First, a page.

As the concert neared its end, “Beth/Rest” was presented exactly like the Reagan-era prom song it should have been. With an electric piano pattern swiped from Prince’s “Purple Rain” and the drummer cracking eardrums open with his fills, Vernon built the song into a MTV torch song. A New Age soprano saxophone solo was both lovely and cheesy, as Vernon’s spiraling guitar solo crescendo-ed with the spirit of the Purple One looking on approvingly.
Quickly called back for an encore, Vernon assembled his musicians in two groups behind him for a folk-music roundup to sing “Skinny Love.” As the audience got to their feet and cheered, Vernon played the dobro and his helpers sang like they were singing cowboys gathered around the fire. In an interestingly abrupt change, they followed it with a furious, hyper-syncopated cover of Bjork’s “Who Is It” that featured two violins, plenty of beatboxing and despite that above, the abandonment of any pretense that these guys knew how to spell the word “hootenanny.” Vernon even tried a few crude dance moves at the lip of the stage.
Closer “The Wolves (Act I And II)” brought the band back to its roots as Vernon solicited the audience to sing-along at key points. Vernon’s coaching paid off as he, the group and their impromptu backing singers poured everything they had left into the song that builds and builds. The performance was nothing short of magnificent.
When finished, the band members were clearly pleased by what they’d pulled off. They acted very much like a cast who’d just graduated from dress rehearsal to surviving their first trial by fire and nailed it. They exchanged hugs and slapped each other on the back. Unassuming Vernon was humble, but Friday’s performance was affirmation that he need not be. His dreams are within his grasp.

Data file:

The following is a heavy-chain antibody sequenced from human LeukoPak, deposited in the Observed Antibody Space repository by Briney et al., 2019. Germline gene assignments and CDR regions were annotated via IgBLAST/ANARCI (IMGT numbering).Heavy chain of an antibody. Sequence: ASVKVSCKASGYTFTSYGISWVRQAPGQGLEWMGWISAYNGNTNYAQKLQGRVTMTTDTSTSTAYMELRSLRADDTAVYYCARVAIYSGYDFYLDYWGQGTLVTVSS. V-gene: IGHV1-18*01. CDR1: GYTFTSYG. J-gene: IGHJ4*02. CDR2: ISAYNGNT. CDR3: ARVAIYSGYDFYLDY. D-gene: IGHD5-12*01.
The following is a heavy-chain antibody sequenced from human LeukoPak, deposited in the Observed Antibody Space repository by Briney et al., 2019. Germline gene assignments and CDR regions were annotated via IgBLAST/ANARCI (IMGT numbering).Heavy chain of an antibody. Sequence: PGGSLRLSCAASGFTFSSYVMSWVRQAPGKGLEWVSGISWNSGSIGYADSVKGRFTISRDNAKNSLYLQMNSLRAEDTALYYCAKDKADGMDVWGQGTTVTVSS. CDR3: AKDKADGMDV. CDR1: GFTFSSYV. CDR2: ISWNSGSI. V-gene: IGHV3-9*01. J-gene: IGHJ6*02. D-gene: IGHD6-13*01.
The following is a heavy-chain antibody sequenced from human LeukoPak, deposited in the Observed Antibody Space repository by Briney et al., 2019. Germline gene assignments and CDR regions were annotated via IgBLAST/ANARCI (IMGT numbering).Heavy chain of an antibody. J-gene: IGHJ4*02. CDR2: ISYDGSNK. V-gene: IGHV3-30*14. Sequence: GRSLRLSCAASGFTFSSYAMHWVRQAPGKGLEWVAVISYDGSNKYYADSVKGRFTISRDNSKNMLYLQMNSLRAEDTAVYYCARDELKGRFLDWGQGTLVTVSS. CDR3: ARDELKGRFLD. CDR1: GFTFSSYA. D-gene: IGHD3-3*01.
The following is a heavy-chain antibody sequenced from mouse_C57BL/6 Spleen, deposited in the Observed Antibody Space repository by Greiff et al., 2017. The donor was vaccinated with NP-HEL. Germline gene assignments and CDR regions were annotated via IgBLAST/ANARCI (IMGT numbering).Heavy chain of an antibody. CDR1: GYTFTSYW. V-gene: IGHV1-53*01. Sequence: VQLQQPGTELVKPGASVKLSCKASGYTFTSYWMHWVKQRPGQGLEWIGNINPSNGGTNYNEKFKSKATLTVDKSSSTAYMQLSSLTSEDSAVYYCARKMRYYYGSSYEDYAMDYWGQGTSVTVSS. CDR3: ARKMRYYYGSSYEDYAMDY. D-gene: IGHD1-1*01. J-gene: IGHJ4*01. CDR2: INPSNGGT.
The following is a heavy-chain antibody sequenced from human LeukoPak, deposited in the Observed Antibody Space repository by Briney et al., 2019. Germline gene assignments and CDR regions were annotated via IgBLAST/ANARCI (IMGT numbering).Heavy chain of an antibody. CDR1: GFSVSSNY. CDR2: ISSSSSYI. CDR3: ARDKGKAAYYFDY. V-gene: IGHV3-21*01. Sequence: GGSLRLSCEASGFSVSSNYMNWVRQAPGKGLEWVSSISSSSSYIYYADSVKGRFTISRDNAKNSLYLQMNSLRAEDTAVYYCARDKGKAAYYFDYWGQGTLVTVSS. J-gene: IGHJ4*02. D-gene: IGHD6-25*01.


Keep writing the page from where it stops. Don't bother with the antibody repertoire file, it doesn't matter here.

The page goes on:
Less assured were fellow indie-rockers, the Rosebuds, who opened the show. The group members are Vernon’s longtime pals from the Raleigh, N.C., music scene. In the year before Bon Iver project was born, Vernon spent time in Raleigh and including the band on this tour was a statement of loyalty and a way to keep upcoming shows something of a family affair.
The four-piece is a charming combo and their brief set showed a group just beginning to step out of a generic milleu. There were moments of inspiration — a driving rhythm, violin melodies — but still pieces out of place. Gorgeous singer-keyboardist Kelly Crisp oddly wore a shiny prom dress and it was easy to draw comparisons to the group’s music as some things on stage were working while others weren’t.
Bon Iver has found its sound, and now, many more than just the rock underground are eager to beat a path to Vernon’s door. Earlier in the day, Milwaukee Mayor Tom Barrett had issued a proclamation declaring Friday “Bon Iver Day” in the city. Vernon’s godfather proudly read the framed proclamation to the crowd, which hailed the group as an international ambassador for Milwaukee and Wisconsin and praises how Vernon’s music embraces its “Wisconsin heritage.”
“Words can’t express how excited and thankful we are,” Vernon said at one point, appearing a little stunned by it all.
A key to the city wasn’t to be had on this evening, but it should be readied for the next time Vernon and Bon Iver swings through town. They deserve it.
Remaining Tour Dates:
- Saturday, July 23, Milwaukee
- Sunday, July 24, Chicago
- Monday, July 25, Indianapolis
- Wednesday, July 27, Nashville
- Thursday, July 28, Atlanta
- Friday, July 29, Raleigh, N.C.
- Saturday, July 30, Richmond, Va.
- Monday, Aug. 1, Washington, D.C.
- Tuesday, Aug. 2, Washington, D.C.
- Wednesday, Aug. 3, Upper Darby, Penn.
- Friday, Aug. 5, Boston
- Saturday, Aug. 6, Holyoke, Mass.
- Monday, Aug. 8, Toronto
- Tuesday, Aug. 9, New York.
- Wednesday, Aug. 10, Brooklyn, N.Y.
- Tuesday, Sept. 6, Minneapolis
- Wednesday, Sept. 7, Minneapolis
- Thursday, Sept. 8, Council Bluffs, Iowa
- Friday, Sept. 9, Kansas City
- Sunday, Sept. 11, St. Louis
- Monday, Sept. 12, Dallas
- Tuesday, Sept. 13, Austin, Texas
- Thursday, Sept. 15, Phoenix
- Friday, Sept. 16, San Diego
- Monday, Sept. 19, Los Angeles
- Thursday, Sept. 22, Berkeley, Calif.
- Saturday, Sept. 24, Troutdale, Ore.
- Sunday, Sept. 25, Vancouver, B.C., Canada
- Monday, Sept. 26, Seattle
For More Info:
- Soundbytes: Review: Bon Iver’s Self-Titled Disc Expands Ambition
- Soundbytes: Review: Top 10 Albums Of 2008
- Bon Iver’s Official Web Site
- Creature Feature, Bon Iver’s Official Blog
- Bon Iver’s MySpace Page
- Jagjaguwar’s Official Bon Iver Site
Note: David’s nationally syndicated music column, Soundbytes, appeared in the Entertainment section of all Internet Broadcasting websites. This column was originally published there.
©Copyright 2011 by David Hyland. All rights reserved. This material may not be published, broadcast, rewritten or redistributed.